What if we all became global citizens?
On September 4th, 2021, I got on a one-way direct flight from Calgary to Paris and never looked back.
Along the way, what has ensued is a mix of interesting, beautiful and difficult life challenges (not to mention particularly stressful administration processes) but above all else, personal growth. Every place you live deeply changes you, leaving its imprint on your life story in ways that reveal their meaning only in retrospect. My experience moving abroad made me consider: What would the world look like if we could all be global citizens?
When you grow up calling many different communities home, your identity becomes a collection of the faces, places and institutions that make the building blocks of your everyday life.
I grew up moving across borders and geography. Originally born in Montreal, much of my childhood and adolescence was spent oscillating between the east and west coasts of Canada. In total, I’ve lived in Quebec, Nova Scotia, Ontario and Alberta. Needless to say, I’m finely attuned to what it takes to resettle into a new community every few years. I’m already prepared for how moves like that change one’s sense of self. With time, these experiences gave me a varied and complex way of defining home and belonging. When you grow up calling many different communities home, your identity becomes a collection of the faces, places and institutions that make the building blocks of your everyday life. Inadvertently, having spent the majority of my life moving across provincial borders, I have learned how to be a global citizen—occupying multiple spaces at once.
Unsplash / Pete Walls
The UN defines global citizenship as, “the umbrella term for social, political, environmental, and economic actions of globally minded individuals with the belief that they are members of multiple, diverse, local and non-local networks rather than single actors affecting isolated societies.” In other words, global citizenship—and its responsibilities—isn’t tied to one specific area. On March 11, 2020, when the World Health Organization declared COVID-19 a pandemic, billions of us across the planet saw in real time how actions in one part of the globe can quickly impact life on the other side of the world. COVID-19 put on full display the fact that due to globalization, we’re all part of an intricate and complicated global environmental system.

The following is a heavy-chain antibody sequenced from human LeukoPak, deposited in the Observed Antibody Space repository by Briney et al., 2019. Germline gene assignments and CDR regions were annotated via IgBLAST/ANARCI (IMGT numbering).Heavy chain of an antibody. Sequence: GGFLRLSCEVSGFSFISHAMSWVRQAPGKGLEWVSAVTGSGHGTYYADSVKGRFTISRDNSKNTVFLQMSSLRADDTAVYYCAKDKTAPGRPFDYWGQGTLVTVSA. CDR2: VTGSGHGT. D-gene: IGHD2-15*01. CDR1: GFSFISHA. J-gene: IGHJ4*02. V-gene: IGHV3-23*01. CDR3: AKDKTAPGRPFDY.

Like many, my life has been changed forever by COVID-19. I spent the first half of the pandemic reorganizing my life and priorities. I changed bachelor’s degree programs, graduated, moved to a different continent thousands of miles away from everything I was familiar with, changed career trajectories and started my life in a major world capital.
Throughout my journey, I’ve come to realize that globality is a mindset. While living in Paris, I’ve had the opportunity to meet and share communities with people from all walks of life—speaking languages and coming from places I had never even heard of before moving abroad. Crossing borders helped widen my worldview physically and emotionally. I had many first-time encounters with visas, embassies and immigration, experiencing first-hand how borders wedge separations between families and communities. I made close bonds and forged strong friendships, sharing deep laughs and memories with people I never would have met in my previous environments. Moreover, since establishing myself in Paris, I’ve had the opportunity to travel to northern France, Vienna and Morocco, with hopes to cross more international cities off my bucket list within the next few years.
Unsplash / Nastya Dulhiier
Moving abroad has deepened my understanding of the importance of travel. Travel remains a vital part of the human experience because it enhances our ability to connect with ourselves and understand others on a deeper level. As a result, we become more empathetic creating impactful social change by advocating for issues happening beyond our physical locales.
A global consciousness is foundational to creating an imaginative future inclusive of every citizen of the planet.
Increasing our awareness of cultures different from our own makes us better equipped to tackle global issues as outlined by the UN’s 17 Sustainable Development Goals to build a better world. In turn, we expand our imaginations of what’s possible to address key issues related to climate, poverty, health, gender and education. A global consciousness is foundational to creating an imaginative future inclusive of every citizen of the planet. Promoting global citizenship enables individuals to form a web that interconnects individual social problems to larger systems where we’re inspired to take responsibility and act for the benefit of all societies, not just our own.
On September 21, the world celebrates World Peace Day to encourage efforts for all of humanity to prioritize global peace. Travelling leads to a kind of storytelling that has the power to bridge differences across geography, language and culture which is what being a global citizen is all about. The path towards becoming a global citizen fosters a global mindset where home shifts beyond the confines of geography towards a place we build inside ourselves. Those values can be carried across any border.